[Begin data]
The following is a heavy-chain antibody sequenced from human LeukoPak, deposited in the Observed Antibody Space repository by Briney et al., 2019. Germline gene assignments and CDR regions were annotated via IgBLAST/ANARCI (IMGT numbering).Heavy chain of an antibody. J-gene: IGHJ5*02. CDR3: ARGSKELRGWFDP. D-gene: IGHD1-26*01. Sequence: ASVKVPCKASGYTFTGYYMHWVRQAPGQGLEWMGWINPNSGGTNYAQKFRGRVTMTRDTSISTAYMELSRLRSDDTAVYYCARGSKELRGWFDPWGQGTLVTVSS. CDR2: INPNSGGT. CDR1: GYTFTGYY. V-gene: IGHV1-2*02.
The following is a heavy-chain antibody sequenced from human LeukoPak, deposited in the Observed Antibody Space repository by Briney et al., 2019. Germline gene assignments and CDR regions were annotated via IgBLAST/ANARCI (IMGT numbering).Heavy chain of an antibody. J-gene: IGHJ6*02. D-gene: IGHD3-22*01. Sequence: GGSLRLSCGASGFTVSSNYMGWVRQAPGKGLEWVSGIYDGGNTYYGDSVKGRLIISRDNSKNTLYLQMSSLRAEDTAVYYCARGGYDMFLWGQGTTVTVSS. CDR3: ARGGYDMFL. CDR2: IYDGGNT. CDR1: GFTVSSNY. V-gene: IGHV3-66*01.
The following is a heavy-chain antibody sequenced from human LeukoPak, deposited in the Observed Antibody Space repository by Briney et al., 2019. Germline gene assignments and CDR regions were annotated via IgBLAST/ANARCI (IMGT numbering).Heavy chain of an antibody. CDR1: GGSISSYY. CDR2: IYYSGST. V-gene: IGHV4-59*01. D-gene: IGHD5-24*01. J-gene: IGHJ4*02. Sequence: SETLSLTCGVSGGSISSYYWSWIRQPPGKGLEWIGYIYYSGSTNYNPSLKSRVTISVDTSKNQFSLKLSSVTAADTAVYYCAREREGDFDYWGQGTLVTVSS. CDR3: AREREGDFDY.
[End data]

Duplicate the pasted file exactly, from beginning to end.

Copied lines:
The following is a heavy-chain antibody sequenced from human LeukoPak, deposited in the Observed Antibody Space repository by Briney et al., 2019. Germline gene assignments and CDR regions were annotated via IgBLAST/ANARCI (IMGT numbering).Heavy chain of an antibody. J-gene: IGHJ5*02. CDR3: ARGSKELRGWFDP. D-gene: IGHD1-26*01. Sequence: ASVKVPCKASGYTFTGYYMHWVRQAPGQGLEWMGWINPNSGGTNYAQKFRGRVTMTRDTSISTAYMELSRLRSDDTAVYYCARGSKELRGWFDPWGQGTLVTVSS. CDR2: INPNSGGT. CDR1: GYTFTGYY. V-gene: IGHV1-2*02.
The following is a heavy-chain antibody sequenced from human LeukoPak, deposited in the Observed Antibody Space repository by Briney et al., 2019. Germline gene assignments and CDR regions were annotated via IgBLAST/ANARCI (IMGT numbering).Heavy chain of an antibody. J-gene: IGHJ6*02. D-gene: IGHD3-22*01. Sequence: GGSLRLSCGASGFTVSSNYMGWVRQAPGKGLEWVSGIYDGGNTYYGDSVKGRLIISRDNSKNTLYLQMSSLRAEDTAVYYCARGGYDMFLWGQGTTVTVSS. CDR3: ARGGYDMFL. CDR2: IYDGGNT. CDR1: GFTVSSNY. V-gene: IGHV3-66*01.
The following is a heavy-chain antibody sequenced from human LeukoPak, deposited in the Observed Antibody Space repository by Briney et al., 2019. Germline gene assignments and CDR regions were annotated via IgBLAST/ANARCI (IMGT numbering).Heavy chain of an antibody. CDR1: GGSISSYY. CDR2: IYYSGST. V-gene: IGHV4-59*01. D-gene: IGHD5-24*01. J-gene: IGHJ4*02. Sequence: SETLSLTCGVSGGSISSYYWSWIRQPPGKGLEWIGYIYYSGSTNYNPSLKSRVTISVDTSKNQFSLKLSSVTAADTAVYYCAREREGDFDYWGQGTLVTVSS. CDR3: AREREGDFDY.